There are some over-the-counter alternatives to benzodiazepine medications that may have variable side effects and different methods of action.
Benzodiazepines are dispensed to treat a range of symptoms, and different ones work for different concerns. For example, Valium is often prescribed to help people relax and to reduce muscle tension, while Xanax is dispensed to treat anxiety and panic disorders. Restoril (temazepam) is more of a sleep aid prescribed for anxiety.
Detailed below are some of the over-the-counter products that have similar effects to some benzodiazepines and what they may be helpful in treating.
Marketed in the United States in several forms, synthetic versions of the naturally occurring brain chemical with sedative-like properties can help to manage stress, reduce anxiety, and enhance sleep functions.
Most of these over-the-counter benzodiazepine substitutes and supplements are considered to be safe, but they may not be overly effective. Some can have difficult side effects that may even be dangerous as well.
Benadryl, for example, can cause daytime sleepiness, blurred vision, and sluggishness. The National Capital Poison Center warns that while kava kava may have calming effects, using the supplement may cause liver damage. GABA is a particularly large molecule when manufactured as a synthetic product in a lab, and it can be difficult for the body to absorb enough of it to be effective.
According to Harvard Health, both kava kava and valerian have been shown through research studies to be no more effective than placebos for the management of anxiety and as alternatives to a benzodiazepine drug. That being said, every person is different, and what works for one person may not be as effective for another. Any of these over-the-counter, herbal, or natural supplements can be worth trying as a method for managing stress and anxiety and helping to obtain restful sleep, but the guidance of a medical professional should be sought first.
Anxiety, high stress, and sleep difficulties can often be helped by natural non-drug techniques as well. For instance, eating healthy, balanced, and nutritious meals, sticking to a set sleeping and waking schedule, physical exercise and exertion, yoga, mindfulness meditation, massage therapy, and creative expression can all help to manage stress and anxiety naturally. The body can easily become deficient in vitamins and minerals, which can contribute to stress and sleep issues, and taking supplements to balance things out can help.
Benzodiazepines are considered to be safe when taken under the direction of a medical professional and for medicinal purposes; however, they are also habit-forming. The National Survey on Drug Use and Health (NSDUH) reports that in 2016, more than 2.5 million Americans misused a prescription tranquilizer or sedative medication.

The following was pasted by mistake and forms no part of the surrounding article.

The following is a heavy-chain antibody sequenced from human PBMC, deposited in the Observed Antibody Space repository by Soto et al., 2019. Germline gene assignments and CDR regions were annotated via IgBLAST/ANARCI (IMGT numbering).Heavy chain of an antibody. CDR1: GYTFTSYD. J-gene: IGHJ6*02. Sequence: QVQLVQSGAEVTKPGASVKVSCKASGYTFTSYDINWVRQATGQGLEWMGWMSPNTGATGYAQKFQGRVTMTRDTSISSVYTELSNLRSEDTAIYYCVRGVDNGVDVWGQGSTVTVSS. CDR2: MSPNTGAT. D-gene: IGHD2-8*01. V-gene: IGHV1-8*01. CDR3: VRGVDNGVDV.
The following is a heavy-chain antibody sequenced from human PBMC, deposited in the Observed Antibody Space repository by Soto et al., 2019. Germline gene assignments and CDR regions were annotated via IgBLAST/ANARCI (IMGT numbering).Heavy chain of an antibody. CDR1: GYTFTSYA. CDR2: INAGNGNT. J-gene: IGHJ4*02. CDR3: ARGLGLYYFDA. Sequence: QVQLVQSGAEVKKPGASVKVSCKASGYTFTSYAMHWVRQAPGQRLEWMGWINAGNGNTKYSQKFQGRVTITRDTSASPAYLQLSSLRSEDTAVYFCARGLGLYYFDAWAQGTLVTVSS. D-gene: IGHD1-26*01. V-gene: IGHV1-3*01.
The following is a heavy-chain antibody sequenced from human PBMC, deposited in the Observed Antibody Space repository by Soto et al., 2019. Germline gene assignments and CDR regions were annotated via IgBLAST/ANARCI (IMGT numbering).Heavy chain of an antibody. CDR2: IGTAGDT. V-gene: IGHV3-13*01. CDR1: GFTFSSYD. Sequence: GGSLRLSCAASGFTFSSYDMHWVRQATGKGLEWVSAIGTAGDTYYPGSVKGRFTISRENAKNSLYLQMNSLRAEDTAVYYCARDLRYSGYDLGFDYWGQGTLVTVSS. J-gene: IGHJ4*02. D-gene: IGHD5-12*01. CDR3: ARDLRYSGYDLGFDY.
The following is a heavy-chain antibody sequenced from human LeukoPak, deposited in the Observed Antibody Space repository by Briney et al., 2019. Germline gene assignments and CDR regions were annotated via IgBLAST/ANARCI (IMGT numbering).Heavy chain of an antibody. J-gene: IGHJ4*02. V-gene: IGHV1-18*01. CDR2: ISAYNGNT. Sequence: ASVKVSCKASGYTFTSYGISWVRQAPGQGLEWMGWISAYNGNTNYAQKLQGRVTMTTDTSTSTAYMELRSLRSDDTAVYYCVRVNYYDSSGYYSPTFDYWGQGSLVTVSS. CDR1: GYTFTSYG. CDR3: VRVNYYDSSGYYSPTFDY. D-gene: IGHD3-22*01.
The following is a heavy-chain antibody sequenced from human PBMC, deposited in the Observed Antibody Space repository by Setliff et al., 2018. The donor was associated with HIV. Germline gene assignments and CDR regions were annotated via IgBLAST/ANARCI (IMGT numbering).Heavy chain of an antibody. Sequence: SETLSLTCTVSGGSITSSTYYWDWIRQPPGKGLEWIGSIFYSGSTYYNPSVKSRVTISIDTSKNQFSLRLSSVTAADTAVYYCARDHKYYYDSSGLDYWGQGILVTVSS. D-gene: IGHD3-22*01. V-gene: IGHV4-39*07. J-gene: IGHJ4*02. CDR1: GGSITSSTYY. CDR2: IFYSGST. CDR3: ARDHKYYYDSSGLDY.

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Benzodiazepines, often called benzos, are a class of medications that are prescribed to treat anxiety, panic disorders, muscle tension, insomnia, and seizure disorders. Common benzodiazepines include Valium (diazepam), Xanax (alprazolam), Ativan (lorazepam), and Klonopin (clonazepam). They are sedative-hypnotic medications that work by suppressing some of the body’s stress response.
Benzos act on neurotransmitters in the brain that send signals to the body. Gamma-Aminobutyric acid, or GABA, is one of these chemical messengers that the brain uses to send signals throughout the central nervous system. It acts as a kind of natural tranquilizer in the body, lowering anxiety and calming the fight-or-flight response.
Benzos increase the presence of GABA in the brain and act as central nervous system depressants. Body temperature, heart rate, blood pressure, and respiration are all lowered by the action of benzodiazepine medications in the body. As a prescription, benzodiazepines are classified by the U.S. Drug Enforcement Administration (DEA) as Schedule IV controlled substances.
They have the potential for abuse, drug dependence, and addiction. Most benzos are designed for short-term relief of symptoms and are not meant to be taken long term, as indicated by the prescribing information for Xanax.
Benzos are generally used as part of a comprehensive treatment program, which should also include therapeutic and supportive measures to manage anxiety, stress, insomnia, and tension. Natural and over-the-counter supplements and medications can be helpful tools, but they should also be used as part of a complete treatment program that addresses underlying causes of stress and works to alleviate them.
Drug Scheduling. Drug Enforcement Administration. Retrieved December 2018 from https://www.dea.gov/drug-scheduling
(September 2016). Xanax. Pfizer. Retrieved December 2018 from https://www.accessdata.fda.gov/drugsatfda_docs/label/2016/018276s052lbl.pdf
(September 2017). Key Substance Use and Mental Health Indicators in the United States: Results from the 2016 National Survey on Drug Use and Health. Substance Abuse and Mental Health Services Administration. Retrieved December 2018 from https://www.samhsa.gov/data/sites/default/files/NSDUH-FFR1-2016/NSDUH-FFR1-2016.htm
Kava Kava. National Capital Poison Center. Retrieved December 2018 from https://www.poison.org/articles/2016-jun/kava
(March 2014). Benzodiazepines (and the Alternatives). Harvard Health. Retrieved December 2018 from https://www.health.harvard.edu/newsletter_article/Benzodiazepines_and_the_alternatives